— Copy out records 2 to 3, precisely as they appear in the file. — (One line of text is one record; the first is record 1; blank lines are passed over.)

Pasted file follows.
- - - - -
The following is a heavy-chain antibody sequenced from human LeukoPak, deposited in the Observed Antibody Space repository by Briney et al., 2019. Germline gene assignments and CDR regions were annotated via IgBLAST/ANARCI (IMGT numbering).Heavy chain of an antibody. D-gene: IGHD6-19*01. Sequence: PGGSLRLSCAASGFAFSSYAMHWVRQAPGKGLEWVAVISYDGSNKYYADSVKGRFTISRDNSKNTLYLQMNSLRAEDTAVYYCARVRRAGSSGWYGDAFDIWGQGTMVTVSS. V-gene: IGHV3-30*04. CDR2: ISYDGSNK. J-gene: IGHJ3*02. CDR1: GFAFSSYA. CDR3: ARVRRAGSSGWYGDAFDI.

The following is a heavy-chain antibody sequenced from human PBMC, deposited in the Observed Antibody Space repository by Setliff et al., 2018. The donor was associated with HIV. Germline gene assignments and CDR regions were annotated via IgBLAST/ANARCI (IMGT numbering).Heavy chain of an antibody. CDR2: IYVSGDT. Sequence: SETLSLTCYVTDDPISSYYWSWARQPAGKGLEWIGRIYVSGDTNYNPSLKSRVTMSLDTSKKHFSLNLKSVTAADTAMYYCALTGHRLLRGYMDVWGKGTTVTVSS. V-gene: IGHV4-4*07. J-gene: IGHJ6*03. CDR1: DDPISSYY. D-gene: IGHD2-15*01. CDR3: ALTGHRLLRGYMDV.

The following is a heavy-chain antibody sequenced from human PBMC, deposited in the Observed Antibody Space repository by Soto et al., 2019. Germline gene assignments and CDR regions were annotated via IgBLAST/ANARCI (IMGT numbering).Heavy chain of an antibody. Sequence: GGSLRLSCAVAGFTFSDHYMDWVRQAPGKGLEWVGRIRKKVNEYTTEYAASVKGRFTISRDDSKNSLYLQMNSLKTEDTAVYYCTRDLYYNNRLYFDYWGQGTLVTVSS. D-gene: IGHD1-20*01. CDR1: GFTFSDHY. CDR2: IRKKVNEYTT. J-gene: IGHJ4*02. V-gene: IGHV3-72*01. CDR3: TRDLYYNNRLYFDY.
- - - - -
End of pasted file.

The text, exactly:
The following is a heavy-chain antibody sequenced from human PBMC, deposited in the Observed Antibody Space repository by Setliff et al., 2018. The donor was associated with HIV. Germline gene assignments and CDR regions were annotated via IgBLAST/ANARCI (IMGT numbering).Heavy chain of an antibody. CDR2: IYVSGDT. Sequence: SETLSLTCYVTDDPISSYYWSWARQPAGKGLEWIGRIYVSGDTNYNPSLKSRVTMSLDTSKKHFSLNLKSVTAADTAMYYCALTGHRLLRGYMDVWGKGTTVTVSS. V-gene: IGHV4-4*07. J-gene: IGHJ6*03. CDR1: DDPISSYY. D-gene: IGHD2-15*01. CDR3: ALTGHRLLRGYMDV.

The following is a heavy-chain antibody sequenced from human PBMC, deposited in the Observed Antibody Space repository by Soto et al., 2019. Germline gene assignments and CDR regions were annotated via IgBLAST/ANARCI (IMGT numbering).Heavy chain of an antibody. Sequence: GGSLRLSCAVAGFTFSDHYMDWVRQAPGKGLEWVGRIRKKVNEYTTEYAASVKGRFTISRDDSKNSLYLQMNSLKTEDTAVYYCTRDLYYNNRLYFDYWGQGTLVTVSS. D-gene: IGHD1-20*01. CDR1: GFTFSDHY. CDR2: IRKKVNEYTT. J-gene: IGHJ4*02. V-gene: IGHV3-72*01. CDR3: TRDLYYNNRLYFDY.